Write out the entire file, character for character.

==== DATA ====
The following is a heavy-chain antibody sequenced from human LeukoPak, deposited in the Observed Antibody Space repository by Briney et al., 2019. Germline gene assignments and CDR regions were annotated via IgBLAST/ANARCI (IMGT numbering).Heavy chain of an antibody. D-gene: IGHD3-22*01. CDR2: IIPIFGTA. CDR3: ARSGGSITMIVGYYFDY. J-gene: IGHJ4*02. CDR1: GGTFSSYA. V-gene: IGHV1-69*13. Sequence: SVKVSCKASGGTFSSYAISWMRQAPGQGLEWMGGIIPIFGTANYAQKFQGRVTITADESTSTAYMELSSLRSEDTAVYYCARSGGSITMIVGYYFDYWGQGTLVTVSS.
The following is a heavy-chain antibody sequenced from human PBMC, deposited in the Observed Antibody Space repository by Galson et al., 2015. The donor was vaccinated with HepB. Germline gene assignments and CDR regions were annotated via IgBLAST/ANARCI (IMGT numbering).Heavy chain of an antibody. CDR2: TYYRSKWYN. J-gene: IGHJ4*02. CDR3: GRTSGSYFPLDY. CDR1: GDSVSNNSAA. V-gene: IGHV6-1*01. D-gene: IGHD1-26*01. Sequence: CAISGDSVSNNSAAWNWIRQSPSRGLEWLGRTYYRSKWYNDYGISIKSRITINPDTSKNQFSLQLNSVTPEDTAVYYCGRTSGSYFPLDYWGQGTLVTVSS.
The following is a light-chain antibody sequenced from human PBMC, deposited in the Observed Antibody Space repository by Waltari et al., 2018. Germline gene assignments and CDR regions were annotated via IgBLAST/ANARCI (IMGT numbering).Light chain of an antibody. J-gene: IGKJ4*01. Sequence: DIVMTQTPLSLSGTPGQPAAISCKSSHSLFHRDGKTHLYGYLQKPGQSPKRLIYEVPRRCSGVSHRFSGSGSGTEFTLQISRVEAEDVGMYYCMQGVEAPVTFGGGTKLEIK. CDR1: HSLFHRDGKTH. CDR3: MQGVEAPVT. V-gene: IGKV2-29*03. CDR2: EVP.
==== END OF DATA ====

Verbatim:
The following is a heavy-chain antibody sequenced from human LeukoPak, deposited in the Observed Antibody Space repository by Briney et al., 2019. Germline gene assignments and CDR regions were annotated via IgBLAST/ANARCI (IMGT numbering).Heavy chain of an antibody. D-gene: IGHD3-22*01. CDR2: IIPIFGTA. CDR3: ARSGGSITMIVGYYFDY. J-gene: IGHJ4*02. CDR1: GGTFSSYA. V-gene: IGHV1-69*13. Sequence: SVKVSCKASGGTFSSYAISWMRQAPGQGLEWMGGIIPIFGTANYAQKFQGRVTITADESTSTAYMELSSLRSEDTAVYYCARSGGSITMIVGYYFDYWGQGTLVTVSS.
The following is a heavy-chain antibody sequenced from human PBMC, deposited in the Observed Antibody Space repository by Galson et al., 2015. The donor was vaccinated with HepB. Germline gene assignments and CDR regions were annotated via IgBLAST/ANARCI (IMGT numbering).Heavy chain of an antibody. CDR2: TYYRSKWYN. J-gene: IGHJ4*02. CDR3: GRTSGSYFPLDY. CDR1: GDSVSNNSAA. V-gene: IGHV6-1*01. D-gene: IGHD1-26*01. Sequence: CAISGDSVSNNSAAWNWIRQSPSRGLEWLGRTYYRSKWYNDYGISIKSRITINPDTSKNQFSLQLNSVTPEDTAVYYCGRTSGSYFPLDYWGQGTLVTVSS.
The following is a light-chain antibody sequenced from human PBMC, deposited in the Observed Antibody Space repository by Waltari et al., 2018. Germline gene assignments and CDR regions were annotated via IgBLAST/ANARCI (IMGT numbering).Light chain of an antibody. J-gene: IGKJ4*01. Sequence: DIVMTQTPLSLSGTPGQPAAISCKSSHSLFHRDGKTHLYGYLQKPGQSPKRLIYEVPRRCSGVSHRFSGSGSGTEFTLQISRVEAEDVGMYYCMQGVEAPVTFGGGTKLEIK. CDR1: HSLFHRDGKTH. CDR3: MQGVEAPVT. V-gene: IGKV2-29*03. CDR2: EVP.